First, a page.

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6 minutes ago, Diamondlil said:

If you change your broadband /telephone to BT,BT sport is free.

Only for the first 12 months. It costs me £12.50 now for BT Sports. You can get it for £10 but who doesn't want to watch in HD these days? Apart form my parents!

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And mine! They still even watch 101 & 103 rather than 115 & 178 :mad::D

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And me lol, I switched my broadband to bt 12 months ago but only got the first 3 months free, I'm looking forward to calling them to renew my contract. If I'm not happy with the deal I'm tempted to tell em to stick it. Trouble is I want the speedway. Just had Virgin cable down our road so am tempted to ditch Sky as well but I've heard bad reports on Virgin with prices going up while in contract. But they all seem to do that anyway

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2 hours ago, SCB said:

Only for the first 12 months. It costs me £12.50 now for BT Sports. You can get it for £10 but who doesn't want to watch in HD these days? Apart form my parents!

Got mine free for the 30 months

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Posted (edited)
16 hours ago, BWitcher said:

No, but I did early 80's so pretty close. However, it's not particularly relevant.

Here is my view, to explain it in more details.

A race will always seem better the bigger the crowd and the better the atmosphere. A good race becomes a brilliant race. An average race becomes a good race and so on. The same principle by definition applies to the meeting as a whole.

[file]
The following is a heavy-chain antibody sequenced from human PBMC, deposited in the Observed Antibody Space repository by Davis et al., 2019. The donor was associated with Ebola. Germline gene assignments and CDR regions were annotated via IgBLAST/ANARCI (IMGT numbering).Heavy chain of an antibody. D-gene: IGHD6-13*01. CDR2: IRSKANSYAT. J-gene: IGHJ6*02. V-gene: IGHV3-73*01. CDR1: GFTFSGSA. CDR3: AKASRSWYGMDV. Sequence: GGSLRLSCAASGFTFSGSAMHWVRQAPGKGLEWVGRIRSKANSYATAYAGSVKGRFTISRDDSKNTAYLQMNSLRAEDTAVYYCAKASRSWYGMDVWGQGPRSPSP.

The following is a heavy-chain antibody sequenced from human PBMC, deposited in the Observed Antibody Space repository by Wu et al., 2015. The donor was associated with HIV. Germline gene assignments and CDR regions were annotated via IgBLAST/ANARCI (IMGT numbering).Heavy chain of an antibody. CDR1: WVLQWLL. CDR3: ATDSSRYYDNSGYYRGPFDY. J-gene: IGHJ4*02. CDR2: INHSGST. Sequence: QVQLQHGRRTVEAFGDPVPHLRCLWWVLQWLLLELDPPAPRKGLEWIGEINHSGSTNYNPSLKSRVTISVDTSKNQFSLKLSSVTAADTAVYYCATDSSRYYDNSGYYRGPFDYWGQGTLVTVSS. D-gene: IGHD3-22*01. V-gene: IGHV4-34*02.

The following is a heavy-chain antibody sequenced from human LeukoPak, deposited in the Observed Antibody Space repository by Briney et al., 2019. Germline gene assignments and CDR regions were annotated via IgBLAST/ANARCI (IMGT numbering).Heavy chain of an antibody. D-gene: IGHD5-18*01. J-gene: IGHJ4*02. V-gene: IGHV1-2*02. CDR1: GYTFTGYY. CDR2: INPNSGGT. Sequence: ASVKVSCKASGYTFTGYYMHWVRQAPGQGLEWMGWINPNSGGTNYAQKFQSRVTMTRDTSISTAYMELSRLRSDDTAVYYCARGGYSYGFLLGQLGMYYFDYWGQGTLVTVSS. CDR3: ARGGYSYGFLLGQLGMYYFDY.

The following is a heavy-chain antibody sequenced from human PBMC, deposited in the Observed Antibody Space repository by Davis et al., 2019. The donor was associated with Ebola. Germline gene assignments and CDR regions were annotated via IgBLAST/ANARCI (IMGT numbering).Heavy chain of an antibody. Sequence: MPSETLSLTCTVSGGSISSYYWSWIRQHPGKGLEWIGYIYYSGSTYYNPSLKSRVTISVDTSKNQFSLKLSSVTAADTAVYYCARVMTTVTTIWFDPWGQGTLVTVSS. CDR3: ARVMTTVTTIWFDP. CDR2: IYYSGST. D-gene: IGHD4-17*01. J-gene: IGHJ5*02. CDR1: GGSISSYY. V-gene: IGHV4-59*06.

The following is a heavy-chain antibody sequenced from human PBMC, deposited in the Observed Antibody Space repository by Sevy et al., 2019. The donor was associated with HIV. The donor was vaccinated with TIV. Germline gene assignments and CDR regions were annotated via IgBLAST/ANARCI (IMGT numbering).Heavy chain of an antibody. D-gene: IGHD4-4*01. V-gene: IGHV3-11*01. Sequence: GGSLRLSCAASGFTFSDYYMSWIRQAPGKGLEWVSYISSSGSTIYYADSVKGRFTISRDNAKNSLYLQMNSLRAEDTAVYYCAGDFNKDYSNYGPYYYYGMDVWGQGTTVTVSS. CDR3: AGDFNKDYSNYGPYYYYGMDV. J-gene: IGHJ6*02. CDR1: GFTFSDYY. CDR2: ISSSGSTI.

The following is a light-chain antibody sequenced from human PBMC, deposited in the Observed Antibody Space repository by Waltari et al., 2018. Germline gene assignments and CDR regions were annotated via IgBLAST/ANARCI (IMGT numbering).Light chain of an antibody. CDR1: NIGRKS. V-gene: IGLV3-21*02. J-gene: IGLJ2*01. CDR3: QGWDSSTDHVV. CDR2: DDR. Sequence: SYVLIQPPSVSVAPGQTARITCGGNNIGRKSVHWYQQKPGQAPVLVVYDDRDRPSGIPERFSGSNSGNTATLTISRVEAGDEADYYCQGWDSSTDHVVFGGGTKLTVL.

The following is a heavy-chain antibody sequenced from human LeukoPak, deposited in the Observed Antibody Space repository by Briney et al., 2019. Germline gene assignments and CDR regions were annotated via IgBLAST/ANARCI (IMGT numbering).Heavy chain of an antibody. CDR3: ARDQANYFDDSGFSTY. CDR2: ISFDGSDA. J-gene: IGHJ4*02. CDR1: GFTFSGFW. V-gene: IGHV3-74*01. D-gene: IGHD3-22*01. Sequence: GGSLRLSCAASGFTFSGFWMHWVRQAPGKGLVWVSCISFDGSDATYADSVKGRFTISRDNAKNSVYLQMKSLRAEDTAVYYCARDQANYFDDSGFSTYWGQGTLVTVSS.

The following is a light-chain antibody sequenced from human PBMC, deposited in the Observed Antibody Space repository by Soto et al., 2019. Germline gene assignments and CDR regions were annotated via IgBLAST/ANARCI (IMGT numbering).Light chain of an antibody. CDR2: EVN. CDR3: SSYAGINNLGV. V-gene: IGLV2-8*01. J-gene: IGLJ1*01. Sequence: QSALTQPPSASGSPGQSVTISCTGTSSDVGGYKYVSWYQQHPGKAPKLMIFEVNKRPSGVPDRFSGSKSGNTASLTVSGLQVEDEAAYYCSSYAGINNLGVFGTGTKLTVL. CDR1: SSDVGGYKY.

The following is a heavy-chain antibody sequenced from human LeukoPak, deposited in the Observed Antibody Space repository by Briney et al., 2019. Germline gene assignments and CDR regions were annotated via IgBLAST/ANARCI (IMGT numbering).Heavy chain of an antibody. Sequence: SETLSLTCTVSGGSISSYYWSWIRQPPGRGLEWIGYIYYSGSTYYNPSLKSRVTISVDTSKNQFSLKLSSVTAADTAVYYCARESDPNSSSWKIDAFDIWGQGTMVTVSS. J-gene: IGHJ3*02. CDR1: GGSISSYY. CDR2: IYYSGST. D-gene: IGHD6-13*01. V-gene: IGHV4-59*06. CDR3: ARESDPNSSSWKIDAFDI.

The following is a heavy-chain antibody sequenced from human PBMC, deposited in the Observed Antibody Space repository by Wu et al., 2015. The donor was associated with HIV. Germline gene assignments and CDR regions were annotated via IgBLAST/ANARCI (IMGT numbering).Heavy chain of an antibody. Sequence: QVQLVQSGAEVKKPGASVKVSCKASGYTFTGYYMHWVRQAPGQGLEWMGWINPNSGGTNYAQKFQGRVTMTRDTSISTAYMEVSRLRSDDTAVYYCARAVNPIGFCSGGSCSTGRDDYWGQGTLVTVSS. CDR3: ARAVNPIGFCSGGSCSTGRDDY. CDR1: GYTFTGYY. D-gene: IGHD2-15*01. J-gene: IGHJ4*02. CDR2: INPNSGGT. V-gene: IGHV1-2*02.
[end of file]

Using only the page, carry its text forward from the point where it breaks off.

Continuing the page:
The perfect example of this is the 81 Wembley Final at which the racing was overall average. Yes a couple of great heats but many poor one. BUT.. the atmosphere was fantastic and as such it's remembered (rightly so) as one of the best meetings to have been at ever. Had the very same meeting taken place in front of 1000 people it would get called a poor meeting in reality.

So, in the 70's and into the early 80's there were good crowds packing stadiums across the country. The atmosphere was great, local derbies and rivalries were aplenty. Even poor meetings seemed good because of the crowd. 

Then came a series of events.. Penhalls retirement, the death of Sanders/Carter, the troubles of Lee.. and most importantly the race fixing scandals which killed off a lot of press coverage and caused a lot of fans to walk away.

As the decade went on, the age demographic of the sport continued to rise. As with ALL sports as fans grow older they can lose interest, stop attending as regularly (even in football I know of many who were season ticket holders not so long ago but now as they get older have stopped attending). Of course sadly fans also pass away. The sport failed for the most part to attract a younger fan base. The image of it began to be one of mostly 'older' people and it became less trendy for youngsters. Throw in the loss of a number of popular tracks and their support base (not to mention the rivalries they had) and the problems became worse.

As we continued into the 90's and then the 21st century most sports realised they were fighting new battles against other attractions. Many re-invented themselves to an extent.. whereas speedway just carried on with the same old, same old. However now, as the crowds began to fall.. good meetings seemed like average meetings, average meetings became poor meetings. The age of fans continued to rise, the number of youngsters attending continued to fall.

Then throw in the weakening of the top league season on season to drive yet more fans away. The 'dodgy' (being polite) way the sport has been run with regards to the implement of certain rules.. all contributed to driving ever more fans away.. which again adds to the cycle. Now what were previously good meetings to have attended become poor and so on.

Speedway is still a fantastic sport, it just doesn't feel like it often enough anymore.

I agree with much of what you say however you did use the term "Too much like the seventies" which was somewhat different to the gradual decline of the sport during the eighties (which is the era you cite some specific examples) which has continued to this day.